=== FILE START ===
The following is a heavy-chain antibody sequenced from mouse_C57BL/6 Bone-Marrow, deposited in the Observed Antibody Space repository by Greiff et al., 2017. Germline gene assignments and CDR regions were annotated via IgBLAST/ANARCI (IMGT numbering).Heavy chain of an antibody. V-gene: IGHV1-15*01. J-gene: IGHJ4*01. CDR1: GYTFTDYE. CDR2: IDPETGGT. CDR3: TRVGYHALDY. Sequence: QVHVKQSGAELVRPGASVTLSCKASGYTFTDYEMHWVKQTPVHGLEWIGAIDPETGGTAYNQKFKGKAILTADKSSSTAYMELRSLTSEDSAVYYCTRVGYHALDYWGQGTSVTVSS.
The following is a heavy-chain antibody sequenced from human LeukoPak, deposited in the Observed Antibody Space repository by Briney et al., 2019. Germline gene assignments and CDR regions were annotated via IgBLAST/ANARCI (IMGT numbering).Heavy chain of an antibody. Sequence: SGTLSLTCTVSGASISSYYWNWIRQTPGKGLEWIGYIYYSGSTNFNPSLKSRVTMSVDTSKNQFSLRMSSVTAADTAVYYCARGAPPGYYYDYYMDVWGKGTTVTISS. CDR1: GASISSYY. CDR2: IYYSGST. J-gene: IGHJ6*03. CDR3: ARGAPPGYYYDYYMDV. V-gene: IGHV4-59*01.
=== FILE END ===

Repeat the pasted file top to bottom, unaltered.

The following is a heavy-chain antibody sequenced from mouse_C57BL/6 Bone-Marrow, deposited in the Observed Antibody Space repository by Greiff et al., 2017. Germline gene assignments and CDR regions were annotated via IgBLAST/ANARCI (IMGT numbering).Heavy chain of an antibody. V-gene: IGHV1-15*01. J-gene: IGHJ4*01. CDR1: GYTFTDYE. CDR2: IDPETGGT. CDR3: TRVGYHALDY. Sequence: QVHVKQSGAELVRPGASVTLSCKASGYTFTDYEMHWVKQTPVHGLEWIGAIDPETGGTAYNQKFKGKAILTADKSSSTAYMELRSLTSEDSAVYYCTRVGYHALDYWGQGTSVTVSS.
The following is a heavy-chain antibody sequenced from human LeukoPak, deposited in the Observed Antibody Space repository by Briney et al., 2019. Germline gene assignments and CDR regions were annotated via IgBLAST/ANARCI (IMGT numbering).Heavy chain of an antibody. Sequence: SGTLSLTCTVSGASISSYYWNWIRQTPGKGLEWIGYIYYSGSTNFNPSLKSRVTMSVDTSKNQFSLRMSSVTAADTAVYYCARGAPPGYYYDYYMDVWGKGTTVTISS. CDR1: GASISSYY. CDR2: IYYSGST. J-gene: IGHJ6*03. CDR3: ARGAPPGYYYDYYMDV. V-gene: IGHV4-59*01.